It was also important to us to use a data source and apply structure to our salaries to reduce bias and hold us accountable to paying people fairly. We wanted simplicity and objectivity. Enter: Compensation Formula.

By creating our Career Framework, our compensation model then becomes a formula with two inputs: 

  • Role Salary [Level, Step]
  • Cost of Living Multiplier 

The Role Salary [Level, Step] comes directly from our Career Framework. Using this Career Framework, we’ve entered early-stage company salary data at each level of experience for every role at Tuff. 

Here it is in action for our Growth Marketer role:

Tuff careers framework

This is based on market rates for San Francisco. Then, depending on our team member’s location we adjust the salary based on cost of living. For more on how we calculate the Cost of Living Multiplier, check out this blog post

Continue Reading

We’ve worked closely as a team to develop our Career Frameworks. It’s always a work in progress so please reach out if you have any feedback or questions.

While building our own version that works for Tuff, we’ve also leaned on some great existing resources. If you’re interested in learning more about Career Frameworks, here are some of our favorite reads:

How We’ve Connected Salary to Both Personal and Company Growth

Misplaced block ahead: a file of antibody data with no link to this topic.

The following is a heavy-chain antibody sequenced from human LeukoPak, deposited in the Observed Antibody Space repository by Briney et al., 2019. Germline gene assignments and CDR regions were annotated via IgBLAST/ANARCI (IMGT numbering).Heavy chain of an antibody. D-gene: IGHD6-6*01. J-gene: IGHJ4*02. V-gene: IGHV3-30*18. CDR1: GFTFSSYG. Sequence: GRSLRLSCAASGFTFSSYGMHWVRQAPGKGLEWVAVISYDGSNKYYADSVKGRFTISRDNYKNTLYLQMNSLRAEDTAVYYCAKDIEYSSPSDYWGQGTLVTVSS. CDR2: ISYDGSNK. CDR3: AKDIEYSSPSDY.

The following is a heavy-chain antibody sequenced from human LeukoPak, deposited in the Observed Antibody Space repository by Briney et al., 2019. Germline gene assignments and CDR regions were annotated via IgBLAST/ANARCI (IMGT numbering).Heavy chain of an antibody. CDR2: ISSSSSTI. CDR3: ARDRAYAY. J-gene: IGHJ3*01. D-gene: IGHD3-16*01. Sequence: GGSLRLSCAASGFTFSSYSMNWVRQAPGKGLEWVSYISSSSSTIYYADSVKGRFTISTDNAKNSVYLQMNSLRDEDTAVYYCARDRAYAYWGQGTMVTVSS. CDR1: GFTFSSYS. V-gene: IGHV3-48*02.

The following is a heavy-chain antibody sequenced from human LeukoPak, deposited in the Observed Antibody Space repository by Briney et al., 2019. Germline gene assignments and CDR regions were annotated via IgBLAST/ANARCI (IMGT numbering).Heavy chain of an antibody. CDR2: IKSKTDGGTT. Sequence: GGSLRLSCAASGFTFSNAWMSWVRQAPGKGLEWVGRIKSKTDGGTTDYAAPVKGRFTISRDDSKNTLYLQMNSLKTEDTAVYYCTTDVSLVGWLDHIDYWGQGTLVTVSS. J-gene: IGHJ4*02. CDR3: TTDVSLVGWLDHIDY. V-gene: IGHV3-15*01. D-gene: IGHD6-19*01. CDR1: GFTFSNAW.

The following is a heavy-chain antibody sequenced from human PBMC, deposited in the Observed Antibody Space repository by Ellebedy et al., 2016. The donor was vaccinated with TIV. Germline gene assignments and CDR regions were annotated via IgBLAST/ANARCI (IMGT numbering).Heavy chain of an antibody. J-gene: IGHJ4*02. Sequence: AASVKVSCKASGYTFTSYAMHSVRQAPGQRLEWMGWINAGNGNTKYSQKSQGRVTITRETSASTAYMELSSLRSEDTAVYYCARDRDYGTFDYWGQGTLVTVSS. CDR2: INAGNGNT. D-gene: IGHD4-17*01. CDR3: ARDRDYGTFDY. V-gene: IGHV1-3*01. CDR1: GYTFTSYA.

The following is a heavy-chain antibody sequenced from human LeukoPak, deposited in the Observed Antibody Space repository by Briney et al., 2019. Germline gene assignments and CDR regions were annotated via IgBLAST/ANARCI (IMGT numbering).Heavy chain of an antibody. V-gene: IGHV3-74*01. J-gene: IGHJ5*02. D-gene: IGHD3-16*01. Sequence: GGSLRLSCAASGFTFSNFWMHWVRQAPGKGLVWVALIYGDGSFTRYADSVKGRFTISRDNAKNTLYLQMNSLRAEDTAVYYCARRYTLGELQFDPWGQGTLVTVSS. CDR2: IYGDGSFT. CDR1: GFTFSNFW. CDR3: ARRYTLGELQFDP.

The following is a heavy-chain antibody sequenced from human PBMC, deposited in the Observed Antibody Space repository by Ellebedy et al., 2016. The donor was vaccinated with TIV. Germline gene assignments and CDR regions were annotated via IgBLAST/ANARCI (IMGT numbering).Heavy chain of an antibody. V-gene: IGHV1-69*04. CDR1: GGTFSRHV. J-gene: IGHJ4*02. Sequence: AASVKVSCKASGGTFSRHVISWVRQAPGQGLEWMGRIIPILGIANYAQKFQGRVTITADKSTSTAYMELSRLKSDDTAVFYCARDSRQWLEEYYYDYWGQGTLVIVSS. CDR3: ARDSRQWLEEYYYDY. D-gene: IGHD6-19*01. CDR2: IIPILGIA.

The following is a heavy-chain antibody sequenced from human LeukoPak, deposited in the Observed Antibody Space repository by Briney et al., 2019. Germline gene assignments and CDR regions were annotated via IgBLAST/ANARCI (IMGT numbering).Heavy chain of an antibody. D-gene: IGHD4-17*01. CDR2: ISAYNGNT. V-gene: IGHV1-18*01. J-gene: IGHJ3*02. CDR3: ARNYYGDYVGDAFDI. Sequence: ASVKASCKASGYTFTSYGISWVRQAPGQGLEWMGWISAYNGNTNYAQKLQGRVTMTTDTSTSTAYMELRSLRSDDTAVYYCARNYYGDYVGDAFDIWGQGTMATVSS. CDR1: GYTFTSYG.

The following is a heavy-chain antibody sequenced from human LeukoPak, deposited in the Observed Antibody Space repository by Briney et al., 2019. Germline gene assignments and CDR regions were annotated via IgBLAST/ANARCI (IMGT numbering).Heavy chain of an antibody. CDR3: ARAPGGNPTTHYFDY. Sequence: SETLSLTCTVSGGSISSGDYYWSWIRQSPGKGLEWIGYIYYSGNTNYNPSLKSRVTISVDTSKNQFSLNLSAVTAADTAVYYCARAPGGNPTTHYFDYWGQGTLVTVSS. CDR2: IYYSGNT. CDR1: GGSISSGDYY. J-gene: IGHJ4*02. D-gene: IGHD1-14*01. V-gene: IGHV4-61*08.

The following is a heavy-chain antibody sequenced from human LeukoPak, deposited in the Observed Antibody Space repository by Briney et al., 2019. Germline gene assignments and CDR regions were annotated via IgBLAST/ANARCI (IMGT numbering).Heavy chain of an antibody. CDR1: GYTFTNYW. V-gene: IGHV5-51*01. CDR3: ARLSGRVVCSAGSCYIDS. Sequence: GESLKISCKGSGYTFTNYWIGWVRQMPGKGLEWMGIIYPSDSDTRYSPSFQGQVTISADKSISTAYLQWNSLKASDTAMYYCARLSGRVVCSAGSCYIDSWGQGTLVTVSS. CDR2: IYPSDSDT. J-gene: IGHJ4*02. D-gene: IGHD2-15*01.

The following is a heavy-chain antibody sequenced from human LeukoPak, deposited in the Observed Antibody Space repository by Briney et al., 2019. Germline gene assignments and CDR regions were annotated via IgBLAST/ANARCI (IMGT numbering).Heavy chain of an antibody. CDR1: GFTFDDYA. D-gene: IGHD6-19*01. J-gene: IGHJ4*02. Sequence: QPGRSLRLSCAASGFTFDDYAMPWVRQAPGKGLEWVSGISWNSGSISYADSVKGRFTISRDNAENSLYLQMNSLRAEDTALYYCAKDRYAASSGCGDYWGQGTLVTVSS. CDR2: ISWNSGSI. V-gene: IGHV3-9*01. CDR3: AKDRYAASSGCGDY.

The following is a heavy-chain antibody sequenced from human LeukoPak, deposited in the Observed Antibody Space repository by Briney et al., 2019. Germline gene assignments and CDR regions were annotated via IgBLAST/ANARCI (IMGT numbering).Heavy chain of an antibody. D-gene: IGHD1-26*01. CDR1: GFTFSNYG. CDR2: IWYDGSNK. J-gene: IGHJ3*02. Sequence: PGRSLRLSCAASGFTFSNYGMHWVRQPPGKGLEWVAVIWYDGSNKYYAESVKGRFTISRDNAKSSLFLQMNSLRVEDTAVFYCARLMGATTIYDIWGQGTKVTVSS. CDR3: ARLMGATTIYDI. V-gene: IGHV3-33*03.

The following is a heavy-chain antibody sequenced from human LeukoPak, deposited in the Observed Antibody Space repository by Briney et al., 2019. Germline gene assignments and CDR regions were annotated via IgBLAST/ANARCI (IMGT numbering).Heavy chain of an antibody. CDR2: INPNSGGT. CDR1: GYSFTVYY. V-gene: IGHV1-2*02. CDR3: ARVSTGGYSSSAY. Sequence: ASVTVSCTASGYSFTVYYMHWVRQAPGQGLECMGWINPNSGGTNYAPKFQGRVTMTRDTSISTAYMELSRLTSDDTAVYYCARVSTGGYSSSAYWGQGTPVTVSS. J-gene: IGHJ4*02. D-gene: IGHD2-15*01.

Comp.

Whether you finish the rest of that word with -ensation or -licated, compensation is an important piece of running a business and hiring a great team. 

We are dedicated to creating a great place to work where team members understand how they can grow and develop at Tuff. Also, as a bootstrapped team, it is important for each of us to understand how our spend impacts our overall profit and ability to help our clients grow. 

To support these behaviors, we compensate our team in two ways: Base Salary tied to a Career Framework and Profit Sharing

Base Salary through a Compensation Formula

We wanted to create a compensation formula that was flexible enough to adjust for factors like experience and location but broad enough that it didn’t require in depth calculations and research every time we bring on a new team member. 

It was also important to us to use a data source and apply structure to our salaries to reduce bias and hold us accountable to paying people fairly. 

We wanted simplicity and objectivity. Enter: a compensation formula.

We share this with the whole team:

We’ll break it all down below.

Role Salary: How do Levels & Steps work?

We’ve created a Career Framework with a system of Levels and Steps for each role to make sure teammates have the opportunity to grow in flexible ways. 

Levels: Levels make up the vertical axis of the career framework. At Tuff, there are 5 levels for individual contributors: Entry, Intermediate, Advanced, Expert, and Principal. Levels are defined for each role at Tuff and mark distinct jumps in terms of area knowledge, role complexity, and scope. 

Steps: Steps make up the horizontal axis of the career framework. At Tuff, there are 5 steps housed within each Level and are meant to mark smaller milestones of growth. Steps are defined at a company level, not specific to your role. Rather, they are defined by increasing amounts of Ownership and Initiative. 

Using this Career Framework, we’ve entered early-stage company salary data at each level of experience for every role at Tuff.